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Germany's Gabriel hopes to rebuild Turkish friendship, without Nazi comparisons

Tempers were running high in Berlin as German Foreign Minister Sigmar Gabriel met with his Turkish counterpart amid a diplomatic row. Gabriel hopes talks will "bring us step by step back to a better relationship."

After days of trading blows over Turkish politicians trying to hold campaign rallies on German soil, German Foreign Minister Sigmar Gabriel said on Wednesday that he hoped relations between Berlin and Ankara could normalize.

"Good relations are important because things are so tense now ... returning to normality is what my Turkish colleague and I want," Gabriel told reporters.

The foreign minister said he made it clear, however, that  "there are lines that should not be crossed and one of those is the comparison with Nazi Germany."

While agreeing that "there is no benefit to having bad relations with Germany," Turkish Foreign Minister Mevlut Cavusoglu said shortly afterwards that Germany "must decide whether Turkey is a friend or not."

Hitting out at the German media, Cavusoglu said it needed to stop its "black propaganda" against Turkey, adding that he sees an "anti-Islamic sentiment in Germany."

Systematic antagonism

Gabriel's breakfast meeting with Cavusoglu came just a day after the Turkish foreign minister held a speech in Hamburg where he accused Germany of "systematic antagonism against Turkey."

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Cavusoglu's speech was just one of several planned rallies in the last week in which he and his allies hoped to influence around 1.4 million eligible Turkish voters in Germany ahead of a controversial referendum on April 16. German local authorities  canceled four of the rallies, however, citing safety concerns.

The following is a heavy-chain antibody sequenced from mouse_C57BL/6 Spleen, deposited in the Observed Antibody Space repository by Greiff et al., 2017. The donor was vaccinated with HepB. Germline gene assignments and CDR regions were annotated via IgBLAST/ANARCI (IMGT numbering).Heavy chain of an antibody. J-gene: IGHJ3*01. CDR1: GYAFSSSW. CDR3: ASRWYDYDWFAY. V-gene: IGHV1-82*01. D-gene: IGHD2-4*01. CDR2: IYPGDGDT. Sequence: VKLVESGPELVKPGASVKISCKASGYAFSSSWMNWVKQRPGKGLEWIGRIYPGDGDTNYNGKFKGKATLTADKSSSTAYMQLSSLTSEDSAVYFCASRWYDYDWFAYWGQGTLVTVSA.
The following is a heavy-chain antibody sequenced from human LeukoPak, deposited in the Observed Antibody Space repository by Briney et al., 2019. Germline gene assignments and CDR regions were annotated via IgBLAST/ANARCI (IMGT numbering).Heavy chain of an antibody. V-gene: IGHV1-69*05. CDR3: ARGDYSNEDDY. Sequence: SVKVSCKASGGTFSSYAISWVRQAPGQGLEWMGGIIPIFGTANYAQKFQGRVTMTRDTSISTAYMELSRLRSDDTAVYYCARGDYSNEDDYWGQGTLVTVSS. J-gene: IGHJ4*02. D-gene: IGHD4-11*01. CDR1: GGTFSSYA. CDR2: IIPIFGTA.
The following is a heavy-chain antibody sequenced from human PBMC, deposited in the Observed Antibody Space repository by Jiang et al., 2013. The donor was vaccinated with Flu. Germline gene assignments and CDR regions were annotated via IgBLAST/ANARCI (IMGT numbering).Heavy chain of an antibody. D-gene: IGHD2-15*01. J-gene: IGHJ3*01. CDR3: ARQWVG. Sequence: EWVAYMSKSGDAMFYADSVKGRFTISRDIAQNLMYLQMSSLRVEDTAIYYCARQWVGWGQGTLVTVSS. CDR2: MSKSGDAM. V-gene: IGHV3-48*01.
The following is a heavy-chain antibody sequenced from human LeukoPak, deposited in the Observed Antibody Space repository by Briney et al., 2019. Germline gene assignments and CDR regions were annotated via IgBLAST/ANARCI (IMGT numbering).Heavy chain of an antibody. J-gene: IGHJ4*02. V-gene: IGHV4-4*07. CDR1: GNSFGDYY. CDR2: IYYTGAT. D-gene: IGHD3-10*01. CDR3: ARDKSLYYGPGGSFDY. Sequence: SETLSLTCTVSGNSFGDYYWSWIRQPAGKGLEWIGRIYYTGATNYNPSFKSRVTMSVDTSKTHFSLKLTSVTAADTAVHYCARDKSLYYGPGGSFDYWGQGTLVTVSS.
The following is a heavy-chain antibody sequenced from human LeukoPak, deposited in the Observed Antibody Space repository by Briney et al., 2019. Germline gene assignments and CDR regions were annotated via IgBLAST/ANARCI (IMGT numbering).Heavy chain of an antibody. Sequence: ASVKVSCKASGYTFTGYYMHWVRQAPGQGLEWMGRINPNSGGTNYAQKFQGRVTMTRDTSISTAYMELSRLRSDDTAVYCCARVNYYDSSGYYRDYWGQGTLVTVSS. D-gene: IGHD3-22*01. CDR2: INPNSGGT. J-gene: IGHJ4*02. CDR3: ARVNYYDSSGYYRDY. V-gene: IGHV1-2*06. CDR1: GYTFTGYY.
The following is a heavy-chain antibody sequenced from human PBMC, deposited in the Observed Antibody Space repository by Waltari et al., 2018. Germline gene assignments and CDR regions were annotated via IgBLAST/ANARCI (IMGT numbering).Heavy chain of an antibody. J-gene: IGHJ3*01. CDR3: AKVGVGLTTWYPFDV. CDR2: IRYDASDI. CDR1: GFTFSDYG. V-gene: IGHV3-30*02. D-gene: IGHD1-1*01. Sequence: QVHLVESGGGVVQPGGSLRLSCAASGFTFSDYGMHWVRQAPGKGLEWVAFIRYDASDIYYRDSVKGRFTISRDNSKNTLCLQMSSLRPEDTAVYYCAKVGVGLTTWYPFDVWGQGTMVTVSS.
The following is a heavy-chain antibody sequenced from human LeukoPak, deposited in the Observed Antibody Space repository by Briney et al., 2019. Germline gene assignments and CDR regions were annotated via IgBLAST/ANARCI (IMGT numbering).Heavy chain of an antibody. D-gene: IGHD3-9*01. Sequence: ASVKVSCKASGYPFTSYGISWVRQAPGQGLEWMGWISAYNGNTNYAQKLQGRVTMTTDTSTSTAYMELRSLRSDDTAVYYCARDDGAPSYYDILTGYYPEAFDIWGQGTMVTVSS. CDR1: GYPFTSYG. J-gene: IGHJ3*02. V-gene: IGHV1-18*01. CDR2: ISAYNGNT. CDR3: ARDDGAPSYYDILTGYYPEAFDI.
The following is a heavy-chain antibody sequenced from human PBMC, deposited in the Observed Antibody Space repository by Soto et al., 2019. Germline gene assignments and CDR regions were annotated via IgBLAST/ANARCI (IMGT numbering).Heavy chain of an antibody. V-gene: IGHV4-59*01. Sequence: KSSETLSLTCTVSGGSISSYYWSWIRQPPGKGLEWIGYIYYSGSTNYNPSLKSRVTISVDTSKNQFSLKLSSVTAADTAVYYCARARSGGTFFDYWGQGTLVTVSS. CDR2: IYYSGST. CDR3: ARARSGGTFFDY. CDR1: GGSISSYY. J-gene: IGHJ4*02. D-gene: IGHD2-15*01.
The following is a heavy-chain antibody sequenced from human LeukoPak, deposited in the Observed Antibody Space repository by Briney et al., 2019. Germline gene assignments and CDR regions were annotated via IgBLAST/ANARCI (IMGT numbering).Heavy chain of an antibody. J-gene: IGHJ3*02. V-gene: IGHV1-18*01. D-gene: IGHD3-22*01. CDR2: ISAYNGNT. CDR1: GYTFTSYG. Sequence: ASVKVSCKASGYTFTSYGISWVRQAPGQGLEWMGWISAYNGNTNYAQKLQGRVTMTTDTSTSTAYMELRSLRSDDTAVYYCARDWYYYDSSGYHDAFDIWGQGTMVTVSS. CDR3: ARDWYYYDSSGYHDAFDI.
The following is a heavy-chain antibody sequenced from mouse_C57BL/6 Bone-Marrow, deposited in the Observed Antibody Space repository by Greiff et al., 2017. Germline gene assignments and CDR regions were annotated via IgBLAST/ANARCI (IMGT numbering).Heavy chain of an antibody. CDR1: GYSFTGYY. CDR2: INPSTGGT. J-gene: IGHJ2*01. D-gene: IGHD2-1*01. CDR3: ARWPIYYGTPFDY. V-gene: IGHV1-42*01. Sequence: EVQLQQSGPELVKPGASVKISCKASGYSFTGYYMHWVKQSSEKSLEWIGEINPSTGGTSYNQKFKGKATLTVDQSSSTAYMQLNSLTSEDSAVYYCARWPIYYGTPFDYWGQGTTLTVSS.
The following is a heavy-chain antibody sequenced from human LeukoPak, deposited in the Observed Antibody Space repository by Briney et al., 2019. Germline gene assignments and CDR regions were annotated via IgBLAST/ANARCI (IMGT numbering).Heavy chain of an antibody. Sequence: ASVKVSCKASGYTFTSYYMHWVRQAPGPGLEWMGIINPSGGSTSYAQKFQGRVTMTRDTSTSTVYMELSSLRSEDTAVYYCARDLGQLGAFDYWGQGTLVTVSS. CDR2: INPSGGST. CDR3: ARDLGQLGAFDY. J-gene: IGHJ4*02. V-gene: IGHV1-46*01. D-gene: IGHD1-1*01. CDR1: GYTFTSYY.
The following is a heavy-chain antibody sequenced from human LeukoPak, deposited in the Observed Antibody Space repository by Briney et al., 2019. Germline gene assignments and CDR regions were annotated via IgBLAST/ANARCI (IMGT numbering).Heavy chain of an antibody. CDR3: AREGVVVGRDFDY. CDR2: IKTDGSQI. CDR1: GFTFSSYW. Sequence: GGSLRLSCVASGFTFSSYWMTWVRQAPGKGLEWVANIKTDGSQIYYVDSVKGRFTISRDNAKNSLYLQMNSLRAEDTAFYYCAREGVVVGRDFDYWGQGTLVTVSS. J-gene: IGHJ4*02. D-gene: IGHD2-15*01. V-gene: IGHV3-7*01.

A "yes" vote would expand Erdogan's powers as president, with critics warning that the new presidential system would cement a one-man rule in the country.

Nazi comparisons

In a fiery speech in on Tuesday evening, Cavusoglu demanded that Germany stop lecturing Turkey on human rights and diplomacy and pointed at Europe's problems with religious minorities and crimes against humanity.

Previously, the Turkish foreign minister told the newspaper "Hürriyet" that he believed the German system was "totally repressive" when it came to suppressing the pro-Erdogan events.

"All practices resemble those of the Nazi era," he said, echoing comments made by Erdogan on Sunday in which he compared the rally cancellations to "Nazi tactics."

'German agent' Yucel in Turkish prison

The already strained relations between Germany and Turkey took a turn for the worse after German-Turkish journalist Deniz Yucel was detained last month over allegations of terrorism propaganda. 

Yucel, a journalist for the German newspaper "Die Welt," is the first German reporter to be detained in Turkey as part of Erdogan's wide-ranging crackdown on press freedom.

The 43-year-old, who has penned several articles critical of the Turkish government's treatment of ethnic Kurds, has been in jail since February 14th, pending his trial for alleged terrorism propaganda, with Erdogan labeling Yucel a "German agent."

Speaking to German broadcaster ZDF, Gabriel previously said he would do everything to ensure the reporter's release.

"People like him actually build bridges between our two countries," he said.

ksb/jm (dpa, AFP, Reuters)

 

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